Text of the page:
Finally, the last photo is a picture of a picture -- I went to a party on Saturday in West Seattle (failing to stop in at Mary and Scott's home, Chez Aurora, to say "hi" because I was not driving) where I knew I'd find a lovely garden to sketch.  So I took along my art supplies and spent a happy half hour or so drawing (until I heard a concerned voice from the patio ask, "What did you do with Alex?").

It's supposed to hit 90 later this week (and weekend) which is too hot to go outside.  Luckily, I have indoor projects.  You see, on Sunday I went to the Edmonds Art Festival to check out the juried show.  I wanted to see what my competition might be like should I enter it next year, and what sort of prices people were asking.  I felt my work was comparable in quality, though I immediately noticed that nearly all of the paintings were larger than what I typically do.

And those larger paintings were not selling very well.  Prices were high overall (I'd say averaging around $2000) and of course, the smaller works down in the $1000 range were the ones selling.  Even so, I'd say that only 10% or so of the paintings had sold (and this was the third and last day of the show).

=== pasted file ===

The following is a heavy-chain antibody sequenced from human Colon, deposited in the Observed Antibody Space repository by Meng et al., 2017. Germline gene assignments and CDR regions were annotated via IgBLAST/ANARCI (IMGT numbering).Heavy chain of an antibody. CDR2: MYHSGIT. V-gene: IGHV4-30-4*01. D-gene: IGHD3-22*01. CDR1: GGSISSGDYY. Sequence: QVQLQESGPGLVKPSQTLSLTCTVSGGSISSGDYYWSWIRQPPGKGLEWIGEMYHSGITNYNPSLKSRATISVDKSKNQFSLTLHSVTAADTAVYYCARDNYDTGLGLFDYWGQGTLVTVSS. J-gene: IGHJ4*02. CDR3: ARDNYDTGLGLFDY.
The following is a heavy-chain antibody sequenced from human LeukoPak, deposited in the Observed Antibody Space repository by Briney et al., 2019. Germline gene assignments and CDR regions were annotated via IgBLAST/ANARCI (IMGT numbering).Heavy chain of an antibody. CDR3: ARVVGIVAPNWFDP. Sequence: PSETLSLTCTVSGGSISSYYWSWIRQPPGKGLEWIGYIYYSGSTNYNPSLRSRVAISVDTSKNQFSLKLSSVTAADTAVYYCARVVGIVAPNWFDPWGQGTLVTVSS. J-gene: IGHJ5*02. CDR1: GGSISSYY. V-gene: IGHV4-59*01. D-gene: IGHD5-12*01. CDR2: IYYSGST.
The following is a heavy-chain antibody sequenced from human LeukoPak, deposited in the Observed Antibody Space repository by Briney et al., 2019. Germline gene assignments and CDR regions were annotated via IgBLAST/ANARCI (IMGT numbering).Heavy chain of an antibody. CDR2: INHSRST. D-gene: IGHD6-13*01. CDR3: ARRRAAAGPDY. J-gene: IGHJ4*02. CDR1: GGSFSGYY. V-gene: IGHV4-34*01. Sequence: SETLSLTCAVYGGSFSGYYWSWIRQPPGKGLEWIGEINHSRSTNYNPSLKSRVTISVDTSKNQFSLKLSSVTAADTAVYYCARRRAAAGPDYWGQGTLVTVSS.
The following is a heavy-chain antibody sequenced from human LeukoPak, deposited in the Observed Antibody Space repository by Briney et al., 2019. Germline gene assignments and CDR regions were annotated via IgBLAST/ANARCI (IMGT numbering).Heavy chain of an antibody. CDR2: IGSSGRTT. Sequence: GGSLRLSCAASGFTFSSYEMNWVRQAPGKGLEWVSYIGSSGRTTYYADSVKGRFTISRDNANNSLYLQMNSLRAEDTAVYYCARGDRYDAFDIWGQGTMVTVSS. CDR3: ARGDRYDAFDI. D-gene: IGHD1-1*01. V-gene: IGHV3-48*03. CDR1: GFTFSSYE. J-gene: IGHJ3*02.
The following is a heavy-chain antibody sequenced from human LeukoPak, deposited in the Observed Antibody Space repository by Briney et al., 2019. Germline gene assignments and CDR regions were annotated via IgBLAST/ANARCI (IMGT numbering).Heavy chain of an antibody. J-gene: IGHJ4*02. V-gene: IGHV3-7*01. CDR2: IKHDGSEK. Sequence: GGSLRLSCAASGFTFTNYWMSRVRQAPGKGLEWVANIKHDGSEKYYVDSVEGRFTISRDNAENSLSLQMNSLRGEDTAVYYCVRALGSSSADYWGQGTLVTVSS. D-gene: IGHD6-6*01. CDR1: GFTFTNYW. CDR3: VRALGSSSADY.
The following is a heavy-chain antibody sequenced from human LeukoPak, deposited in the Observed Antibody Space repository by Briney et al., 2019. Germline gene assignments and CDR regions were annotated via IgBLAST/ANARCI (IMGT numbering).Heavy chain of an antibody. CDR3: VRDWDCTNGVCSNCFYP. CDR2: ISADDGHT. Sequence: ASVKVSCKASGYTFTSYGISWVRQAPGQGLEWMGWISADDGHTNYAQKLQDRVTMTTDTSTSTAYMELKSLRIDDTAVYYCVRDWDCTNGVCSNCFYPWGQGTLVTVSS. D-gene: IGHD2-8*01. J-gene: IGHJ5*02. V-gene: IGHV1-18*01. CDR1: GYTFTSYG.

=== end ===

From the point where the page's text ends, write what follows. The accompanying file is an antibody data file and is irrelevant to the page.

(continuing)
Even the smaller paintings were mostly 16" x 20".  I doubted my usual 5x7 or 8x10s would fit in well, and I don't like to paint large.  But then I encountered a special section of the show -- miniature paintings!  The largest was 5x5 (nothing bigger allowed) and most were 4x4 or 3x3.  Most artists had themed series of 3 or 4 pictures with similar landscapes or still lifes etc., which would look really nice if purchased and displayed as a set.  The prices were naturally quite low -- averaging $75 - $100 each -- and lo and behold, around 70% of them had sold.

Well, this got me thinking.  I already prefer to paint small -- why not go just a little bit smaller, and become a miniaturist?  I went to the art supply department of the University Bookstore yesterday and found 3x3, 4x4, and even 2x2 canvases to try with acrylic paint, and of course, I can chop up my watercolor paper to any size I like.  Heavens, I buy watercolor paper in 22x30" sheets -- that would make oodles of tiny paintings!

So if it is too hot to spend much time outdoors this weekend, you will find me inside, experimenting away with itty-bitty paintings.  All I need now is a magnifying lens!